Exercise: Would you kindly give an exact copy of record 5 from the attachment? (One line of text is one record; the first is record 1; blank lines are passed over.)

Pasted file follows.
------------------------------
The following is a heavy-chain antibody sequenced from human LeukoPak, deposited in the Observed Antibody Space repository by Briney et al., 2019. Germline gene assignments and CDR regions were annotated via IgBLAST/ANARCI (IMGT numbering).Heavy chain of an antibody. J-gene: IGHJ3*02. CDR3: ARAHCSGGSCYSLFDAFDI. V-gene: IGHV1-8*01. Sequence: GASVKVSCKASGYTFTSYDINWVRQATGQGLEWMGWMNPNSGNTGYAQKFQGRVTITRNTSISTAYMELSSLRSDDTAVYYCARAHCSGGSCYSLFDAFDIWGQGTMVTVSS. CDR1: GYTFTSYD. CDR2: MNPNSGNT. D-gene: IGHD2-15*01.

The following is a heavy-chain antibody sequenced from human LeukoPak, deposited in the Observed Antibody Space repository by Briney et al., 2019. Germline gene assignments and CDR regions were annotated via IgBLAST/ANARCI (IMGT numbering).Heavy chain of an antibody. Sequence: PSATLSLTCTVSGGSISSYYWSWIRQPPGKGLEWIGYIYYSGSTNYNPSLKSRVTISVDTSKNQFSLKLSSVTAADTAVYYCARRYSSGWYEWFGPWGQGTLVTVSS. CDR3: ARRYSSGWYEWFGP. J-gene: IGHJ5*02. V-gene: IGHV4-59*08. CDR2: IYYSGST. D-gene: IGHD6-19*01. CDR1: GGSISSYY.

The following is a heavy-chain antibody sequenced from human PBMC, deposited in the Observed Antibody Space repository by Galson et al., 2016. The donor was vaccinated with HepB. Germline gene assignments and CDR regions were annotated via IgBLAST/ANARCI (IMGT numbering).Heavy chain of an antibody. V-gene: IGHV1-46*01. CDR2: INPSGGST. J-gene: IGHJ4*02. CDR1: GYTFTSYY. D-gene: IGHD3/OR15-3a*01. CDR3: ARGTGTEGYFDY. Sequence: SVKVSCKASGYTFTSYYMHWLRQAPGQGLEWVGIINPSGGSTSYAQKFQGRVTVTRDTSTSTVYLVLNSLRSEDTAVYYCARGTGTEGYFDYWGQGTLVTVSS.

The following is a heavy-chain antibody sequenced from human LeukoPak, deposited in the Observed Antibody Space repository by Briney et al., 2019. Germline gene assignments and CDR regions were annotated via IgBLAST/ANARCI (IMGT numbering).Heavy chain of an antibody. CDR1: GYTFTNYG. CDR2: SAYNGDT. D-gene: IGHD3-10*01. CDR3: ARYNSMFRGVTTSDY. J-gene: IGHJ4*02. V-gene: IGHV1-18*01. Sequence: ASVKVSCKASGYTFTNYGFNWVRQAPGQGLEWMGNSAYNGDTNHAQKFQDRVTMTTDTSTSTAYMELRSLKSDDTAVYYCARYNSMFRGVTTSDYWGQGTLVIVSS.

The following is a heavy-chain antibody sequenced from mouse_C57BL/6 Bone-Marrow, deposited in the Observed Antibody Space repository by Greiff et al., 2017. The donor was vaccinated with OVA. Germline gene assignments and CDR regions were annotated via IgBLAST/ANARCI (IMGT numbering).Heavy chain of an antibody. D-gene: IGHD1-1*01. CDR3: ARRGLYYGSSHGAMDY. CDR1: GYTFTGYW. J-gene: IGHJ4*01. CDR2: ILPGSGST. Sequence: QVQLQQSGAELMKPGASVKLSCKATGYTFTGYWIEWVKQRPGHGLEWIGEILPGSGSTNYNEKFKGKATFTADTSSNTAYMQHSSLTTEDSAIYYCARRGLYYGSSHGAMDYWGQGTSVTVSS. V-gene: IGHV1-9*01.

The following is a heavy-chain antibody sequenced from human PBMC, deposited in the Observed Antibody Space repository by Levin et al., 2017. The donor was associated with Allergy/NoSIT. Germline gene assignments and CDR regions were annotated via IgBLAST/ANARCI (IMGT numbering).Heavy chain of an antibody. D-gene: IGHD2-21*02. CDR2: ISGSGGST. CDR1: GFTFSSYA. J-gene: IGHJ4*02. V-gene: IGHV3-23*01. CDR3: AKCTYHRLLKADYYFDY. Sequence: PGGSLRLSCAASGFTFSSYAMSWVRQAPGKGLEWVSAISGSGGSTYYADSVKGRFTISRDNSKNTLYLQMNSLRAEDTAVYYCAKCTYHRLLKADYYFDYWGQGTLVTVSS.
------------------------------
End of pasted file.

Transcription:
The following is a heavy-chain antibody sequenced from mouse_C57BL/6 Bone-Marrow, deposited in the Observed Antibody Space repository by Greiff et al., 2017. The donor was vaccinated with OVA. Germline gene assignments and CDR regions were annotated via IgBLAST/ANARCI (IMGT numbering).Heavy chain of an antibody. D-gene: IGHD1-1*01. CDR3: ARRGLYYGSSHGAMDY. CDR1: GYTFTGYW. J-gene: IGHJ4*01. CDR2: ILPGSGST. Sequence: QVQLQQSGAELMKPGASVKLSCKATGYTFTGYWIEWVKQRPGHGLEWIGEILPGSGSTNYNEKFKGKATFTADTSSNTAYMQHSSLTTEDSAIYYCARRGLYYGSSHGAMDYWGQGTSVTVSS. V-gene: IGHV1-9*01.